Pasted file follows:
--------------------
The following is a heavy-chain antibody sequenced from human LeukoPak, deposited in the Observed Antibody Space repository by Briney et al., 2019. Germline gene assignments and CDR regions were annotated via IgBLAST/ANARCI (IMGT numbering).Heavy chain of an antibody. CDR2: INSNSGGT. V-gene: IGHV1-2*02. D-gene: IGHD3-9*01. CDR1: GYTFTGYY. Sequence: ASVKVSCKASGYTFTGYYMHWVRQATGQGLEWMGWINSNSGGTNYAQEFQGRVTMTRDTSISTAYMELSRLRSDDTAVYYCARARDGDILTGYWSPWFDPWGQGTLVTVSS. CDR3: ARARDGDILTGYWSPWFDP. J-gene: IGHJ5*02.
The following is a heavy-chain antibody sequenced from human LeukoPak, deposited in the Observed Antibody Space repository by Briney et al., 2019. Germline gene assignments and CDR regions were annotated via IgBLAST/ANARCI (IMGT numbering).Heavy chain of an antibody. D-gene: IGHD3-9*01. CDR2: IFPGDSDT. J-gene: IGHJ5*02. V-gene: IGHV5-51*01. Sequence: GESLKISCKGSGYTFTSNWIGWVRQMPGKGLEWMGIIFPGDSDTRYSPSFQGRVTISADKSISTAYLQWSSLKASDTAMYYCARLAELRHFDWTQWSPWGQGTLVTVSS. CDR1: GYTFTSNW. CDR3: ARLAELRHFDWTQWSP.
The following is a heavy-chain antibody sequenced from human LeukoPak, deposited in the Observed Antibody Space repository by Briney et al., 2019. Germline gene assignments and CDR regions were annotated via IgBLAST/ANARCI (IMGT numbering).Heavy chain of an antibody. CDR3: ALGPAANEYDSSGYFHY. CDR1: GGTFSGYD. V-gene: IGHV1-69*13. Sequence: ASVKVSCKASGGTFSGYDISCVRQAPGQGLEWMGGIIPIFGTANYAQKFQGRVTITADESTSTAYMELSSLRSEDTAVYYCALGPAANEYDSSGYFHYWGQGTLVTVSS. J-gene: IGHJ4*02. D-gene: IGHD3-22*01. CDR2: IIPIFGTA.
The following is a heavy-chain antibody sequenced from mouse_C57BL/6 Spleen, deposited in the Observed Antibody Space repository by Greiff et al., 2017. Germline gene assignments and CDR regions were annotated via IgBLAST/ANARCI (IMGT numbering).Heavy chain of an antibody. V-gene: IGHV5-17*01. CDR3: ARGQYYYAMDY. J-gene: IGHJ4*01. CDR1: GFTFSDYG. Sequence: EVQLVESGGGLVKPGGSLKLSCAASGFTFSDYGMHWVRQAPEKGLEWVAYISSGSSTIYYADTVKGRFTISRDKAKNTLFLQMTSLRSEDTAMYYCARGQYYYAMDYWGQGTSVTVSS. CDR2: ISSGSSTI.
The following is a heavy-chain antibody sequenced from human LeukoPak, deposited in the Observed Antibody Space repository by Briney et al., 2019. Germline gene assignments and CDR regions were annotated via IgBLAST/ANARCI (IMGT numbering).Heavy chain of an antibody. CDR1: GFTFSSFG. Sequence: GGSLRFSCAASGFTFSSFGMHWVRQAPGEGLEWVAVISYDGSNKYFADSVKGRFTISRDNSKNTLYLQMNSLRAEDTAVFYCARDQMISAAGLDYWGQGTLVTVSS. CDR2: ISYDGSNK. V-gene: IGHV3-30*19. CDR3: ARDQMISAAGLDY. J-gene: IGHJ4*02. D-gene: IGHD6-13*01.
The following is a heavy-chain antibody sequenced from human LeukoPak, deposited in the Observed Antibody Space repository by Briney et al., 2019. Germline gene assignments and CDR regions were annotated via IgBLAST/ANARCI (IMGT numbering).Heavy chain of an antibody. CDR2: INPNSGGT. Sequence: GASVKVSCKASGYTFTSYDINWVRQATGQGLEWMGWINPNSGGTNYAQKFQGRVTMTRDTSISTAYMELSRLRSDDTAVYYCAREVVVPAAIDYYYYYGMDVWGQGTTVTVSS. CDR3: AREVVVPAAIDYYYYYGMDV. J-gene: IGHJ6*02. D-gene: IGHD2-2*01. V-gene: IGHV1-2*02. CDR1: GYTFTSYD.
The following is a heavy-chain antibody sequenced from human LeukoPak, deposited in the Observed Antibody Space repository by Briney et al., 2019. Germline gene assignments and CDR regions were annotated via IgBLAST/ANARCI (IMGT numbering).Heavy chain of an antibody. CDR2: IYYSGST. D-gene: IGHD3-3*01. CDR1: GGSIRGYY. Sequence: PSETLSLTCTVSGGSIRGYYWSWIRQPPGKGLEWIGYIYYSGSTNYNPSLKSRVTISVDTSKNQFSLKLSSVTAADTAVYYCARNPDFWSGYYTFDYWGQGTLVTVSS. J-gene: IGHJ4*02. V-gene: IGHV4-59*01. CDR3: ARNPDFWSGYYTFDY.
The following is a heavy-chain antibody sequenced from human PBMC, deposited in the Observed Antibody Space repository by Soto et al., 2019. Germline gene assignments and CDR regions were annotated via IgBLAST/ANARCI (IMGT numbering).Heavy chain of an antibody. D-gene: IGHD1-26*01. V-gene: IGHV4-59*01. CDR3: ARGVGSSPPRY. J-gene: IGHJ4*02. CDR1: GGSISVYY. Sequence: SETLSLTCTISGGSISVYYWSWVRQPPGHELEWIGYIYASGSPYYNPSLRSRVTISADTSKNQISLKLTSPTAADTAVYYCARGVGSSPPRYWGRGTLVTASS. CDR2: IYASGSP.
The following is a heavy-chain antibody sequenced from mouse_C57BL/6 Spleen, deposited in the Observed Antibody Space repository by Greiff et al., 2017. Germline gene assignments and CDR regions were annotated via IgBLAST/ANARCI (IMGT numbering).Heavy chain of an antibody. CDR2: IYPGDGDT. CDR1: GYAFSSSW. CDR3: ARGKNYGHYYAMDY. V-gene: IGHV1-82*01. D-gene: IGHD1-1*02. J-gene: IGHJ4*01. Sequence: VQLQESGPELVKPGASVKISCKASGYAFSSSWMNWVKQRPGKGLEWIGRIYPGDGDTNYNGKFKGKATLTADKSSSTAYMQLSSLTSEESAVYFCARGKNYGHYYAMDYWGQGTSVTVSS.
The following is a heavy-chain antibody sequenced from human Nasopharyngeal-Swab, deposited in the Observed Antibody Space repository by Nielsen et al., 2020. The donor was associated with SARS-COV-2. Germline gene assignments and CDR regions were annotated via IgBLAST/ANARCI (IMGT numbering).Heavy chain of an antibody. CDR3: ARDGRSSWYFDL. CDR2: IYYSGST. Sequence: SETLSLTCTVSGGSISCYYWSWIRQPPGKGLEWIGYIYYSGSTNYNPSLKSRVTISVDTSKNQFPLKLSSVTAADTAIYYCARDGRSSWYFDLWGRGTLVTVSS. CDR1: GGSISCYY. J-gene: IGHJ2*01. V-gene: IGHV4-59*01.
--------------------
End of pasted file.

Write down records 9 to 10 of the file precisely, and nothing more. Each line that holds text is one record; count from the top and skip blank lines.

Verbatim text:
The following is a heavy-chain antibody sequenced from mouse_C57BL/6 Spleen, deposited in the Observed Antibody Space repository by Greiff et al., 2017. Germline gene assignments and CDR regions were annotated via IgBLAST/ANARCI (IMGT numbering).Heavy chain of an antibody. CDR2: IYPGDGDT. CDR1: GYAFSSSW. CDR3: ARGKNYGHYYAMDY. V-gene: IGHV1-82*01. D-gene: IGHD1-1*02. J-gene: IGHJ4*01. Sequence: VQLQESGPELVKPGASVKISCKASGYAFSSSWMNWVKQRPGKGLEWIGRIYPGDGDTNYNGKFKGKATLTADKSSSTAYMQLSSLTSEESAVYFCARGKNYGHYYAMDYWGQGTSVTVSS.
The following is a heavy-chain antibody sequenced from human Nasopharyngeal-Swab, deposited in the Observed Antibody Space repository by Nielsen et al., 2020. The donor was associated with SARS-COV-2. Germline gene assignments and CDR regions were annotated via IgBLAST/ANARCI (IMGT numbering).Heavy chain of an antibody. CDR3: ARDGRSSWYFDL. CDR2: IYYSGST. Sequence: SETLSLTCTVSGGSISCYYWSWIRQPPGKGLEWIGYIYYSGSTNYNPSLKSRVTISVDTSKNQFPLKLSSVTAADTAIYYCARDGRSSWYFDLWGRGTLVTVSS. CDR1: GGSISCYY. J-gene: IGHJ2*01. V-gene: IGHV4-59*01.